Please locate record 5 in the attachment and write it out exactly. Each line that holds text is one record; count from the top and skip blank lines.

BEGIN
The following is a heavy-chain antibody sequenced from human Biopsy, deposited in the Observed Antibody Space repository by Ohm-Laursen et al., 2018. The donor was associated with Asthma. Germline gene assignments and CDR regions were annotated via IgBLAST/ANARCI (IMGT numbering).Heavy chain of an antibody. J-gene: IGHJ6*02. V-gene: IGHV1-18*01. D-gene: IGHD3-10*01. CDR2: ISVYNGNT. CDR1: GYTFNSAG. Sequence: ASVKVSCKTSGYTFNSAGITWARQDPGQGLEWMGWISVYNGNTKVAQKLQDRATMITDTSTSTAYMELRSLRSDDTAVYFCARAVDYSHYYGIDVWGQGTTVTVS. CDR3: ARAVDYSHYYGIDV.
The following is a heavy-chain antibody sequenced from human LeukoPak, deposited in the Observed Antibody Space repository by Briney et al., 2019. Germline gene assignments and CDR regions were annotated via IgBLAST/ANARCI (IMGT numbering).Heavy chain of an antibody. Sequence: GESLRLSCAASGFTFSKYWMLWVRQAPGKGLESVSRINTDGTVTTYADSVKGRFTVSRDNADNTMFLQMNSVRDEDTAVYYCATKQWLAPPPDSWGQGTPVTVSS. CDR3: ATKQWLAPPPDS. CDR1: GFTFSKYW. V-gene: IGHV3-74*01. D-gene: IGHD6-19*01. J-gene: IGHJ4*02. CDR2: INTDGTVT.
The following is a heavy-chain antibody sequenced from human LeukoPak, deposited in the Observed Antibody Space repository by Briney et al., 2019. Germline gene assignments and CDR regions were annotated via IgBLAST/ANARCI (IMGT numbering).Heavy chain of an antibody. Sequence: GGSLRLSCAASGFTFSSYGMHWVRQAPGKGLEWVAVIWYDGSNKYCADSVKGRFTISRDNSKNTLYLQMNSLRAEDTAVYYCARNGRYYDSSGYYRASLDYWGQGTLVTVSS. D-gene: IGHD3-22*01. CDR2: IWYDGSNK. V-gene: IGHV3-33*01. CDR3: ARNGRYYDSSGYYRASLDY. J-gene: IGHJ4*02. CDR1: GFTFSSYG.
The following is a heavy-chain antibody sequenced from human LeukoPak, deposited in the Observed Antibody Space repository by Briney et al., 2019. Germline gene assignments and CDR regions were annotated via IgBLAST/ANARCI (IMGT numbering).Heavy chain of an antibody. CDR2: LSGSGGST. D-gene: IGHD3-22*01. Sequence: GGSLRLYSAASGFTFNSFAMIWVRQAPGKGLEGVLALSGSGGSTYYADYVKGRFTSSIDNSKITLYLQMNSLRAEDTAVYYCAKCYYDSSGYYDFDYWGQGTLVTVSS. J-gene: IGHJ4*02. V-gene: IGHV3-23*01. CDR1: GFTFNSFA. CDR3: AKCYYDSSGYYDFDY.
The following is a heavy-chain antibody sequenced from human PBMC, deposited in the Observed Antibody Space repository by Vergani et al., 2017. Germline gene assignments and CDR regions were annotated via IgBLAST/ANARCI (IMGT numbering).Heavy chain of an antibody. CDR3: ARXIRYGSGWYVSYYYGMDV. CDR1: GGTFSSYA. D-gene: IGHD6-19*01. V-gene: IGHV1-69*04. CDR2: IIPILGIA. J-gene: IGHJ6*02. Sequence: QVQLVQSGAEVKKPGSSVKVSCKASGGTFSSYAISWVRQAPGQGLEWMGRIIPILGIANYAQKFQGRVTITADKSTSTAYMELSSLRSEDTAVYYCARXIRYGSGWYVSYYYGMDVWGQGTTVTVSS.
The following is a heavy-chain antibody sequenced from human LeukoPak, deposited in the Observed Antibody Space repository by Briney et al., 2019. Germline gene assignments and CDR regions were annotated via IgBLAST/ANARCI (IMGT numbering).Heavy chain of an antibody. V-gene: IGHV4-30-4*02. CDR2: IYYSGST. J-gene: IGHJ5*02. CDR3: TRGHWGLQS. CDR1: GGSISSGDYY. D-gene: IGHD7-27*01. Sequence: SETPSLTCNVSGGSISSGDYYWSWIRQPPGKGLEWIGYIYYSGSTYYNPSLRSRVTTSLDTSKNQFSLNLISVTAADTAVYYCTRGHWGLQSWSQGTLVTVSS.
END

The following is a heavy-chain antibody sequenced from human PBMC, deposited in the Observed Antibody Space repository by Vergani et al., 2017. Germline gene assignments and CDR regions were annotated via IgBLAST/ANARCI (IMGT numbering).Heavy chain of an antibody. CDR3: ARXIRYGSGWYVSYYYGMDV. CDR1: GGTFSSYA. D-gene: IGHD6-19*01. V-gene: IGHV1-69*04. CDR2: IIPILGIA. J-gene: IGHJ6*02. Sequence: QVQLVQSGAEVKKPGSSVKVSCKASGGTFSSYAISWVRQAPGQGLEWMGRIIPILGIANYAQKFQGRVTITADKSTSTAYMELSSLRSEDTAVYYCARXIRYGSGWYVSYYYGMDVWGQGTTVTVSS.